“A book, the verses of which have been clearly spelled out as a discourse in Arabic for people of knowledge.” Spelling out the verses, clearly and distinctly, according to purpose, people’s nature and mentality, generations, communities, psychologies and needs is a major characteristic of the Qur’an. Its verses are indeed clearly expounded for people who are ready to learn and receive knowledge. In this way the Qur’an gives good news to believers who put their faith in practice, and delivers warnings to those who reject its message and entertain evil. It also explains why such good news and warnings have been given in a fine Arabic style to Arabic speaking people. Most of them, however, refused its message, receiving it cooly: “Yet, most of them turn away, so that they do not hear.”

This is indeed what they did, turning away so as not to hear or be exposed to the powerful logic of the Qur’an. As the surah later informs us, they tried hard to persuade others not to listen to the Qur’an. Of those that did listen their attitude was the same as those who did not: they all resisted the influence of the Qur’an on their hearts. Thus they were like the deaf, deprived of their hearing faculty.

 “They say: Our hearts are veiled from whatever you call us to, and in our ears is deafness, and there is a barrier between us and you. So do you what you will, and so shall we.” Such was their stubbornness. They hoped that the Prophet would despair of them ever responding to him and that he would, therefore, stop calling on them to believe. They did so because of the powerful effect of what he said when they deliberately wanted not to believe. Thus, they said to the Prophet: our hearts are covered over so as not to allow your words any penetration, and the deafness in our ears prevents us from hearing you, and the barrier between you and us allows you no interaction with us. Therefore, leave us alone and do what you will. We will go our own separate way. Equally, they might carelessly have said: we will neither listen to what you say nor heed your warnings. You may do what you please. We will continue to follow our own ways, caring nothing for what you do or say.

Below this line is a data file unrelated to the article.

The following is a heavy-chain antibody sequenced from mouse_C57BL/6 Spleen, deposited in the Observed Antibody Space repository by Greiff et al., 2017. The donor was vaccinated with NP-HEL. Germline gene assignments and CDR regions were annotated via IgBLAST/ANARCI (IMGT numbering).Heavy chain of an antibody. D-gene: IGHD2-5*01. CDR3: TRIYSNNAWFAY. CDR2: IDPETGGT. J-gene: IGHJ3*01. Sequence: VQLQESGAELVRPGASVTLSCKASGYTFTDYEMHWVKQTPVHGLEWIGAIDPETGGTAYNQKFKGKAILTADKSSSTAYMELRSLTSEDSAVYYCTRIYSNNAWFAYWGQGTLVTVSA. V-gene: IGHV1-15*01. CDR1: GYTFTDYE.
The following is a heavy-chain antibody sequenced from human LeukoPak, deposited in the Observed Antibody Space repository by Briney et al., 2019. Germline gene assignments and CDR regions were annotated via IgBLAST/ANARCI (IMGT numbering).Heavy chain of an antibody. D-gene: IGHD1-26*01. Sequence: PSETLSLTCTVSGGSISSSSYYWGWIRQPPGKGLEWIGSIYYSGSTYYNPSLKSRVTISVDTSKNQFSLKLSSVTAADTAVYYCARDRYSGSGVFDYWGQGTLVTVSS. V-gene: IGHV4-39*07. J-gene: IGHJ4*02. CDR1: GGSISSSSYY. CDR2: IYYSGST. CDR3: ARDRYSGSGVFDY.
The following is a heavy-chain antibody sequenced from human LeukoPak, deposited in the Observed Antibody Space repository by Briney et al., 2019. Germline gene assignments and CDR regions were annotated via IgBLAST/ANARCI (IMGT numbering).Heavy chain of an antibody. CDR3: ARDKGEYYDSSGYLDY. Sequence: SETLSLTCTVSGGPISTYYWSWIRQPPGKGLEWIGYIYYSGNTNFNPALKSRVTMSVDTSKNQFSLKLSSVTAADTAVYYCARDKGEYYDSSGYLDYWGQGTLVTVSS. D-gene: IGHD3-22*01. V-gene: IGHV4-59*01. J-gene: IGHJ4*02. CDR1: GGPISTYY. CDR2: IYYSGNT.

This is just one example of what the first advocate of the message of Islam had to face. Yet, still he continued to call on people to accept his message, allowing no element of despair to creep into or disrupt his work. He never hastened the fulfillment of God’s promise to him or the infliction of punishment on those who denied him. He acted instead upon instruction, declaring to people that putting the warnings into action was not up to him. He was no more than a human being receiving revelations and delivering a message. His task was to call on people to believe in God’s oneness and to adhere to His message. He was also mandated to warn the idolaters. Once he had done this, matters were left to God while he himself had no say in what was bound to happen: “Say: I am but a human being like yourselves. It has been revealed to me that your God is the One and only God. Therefore, take the straight path to Him and seek His forgiveness. Woe to those who associate partners with Him.” ¬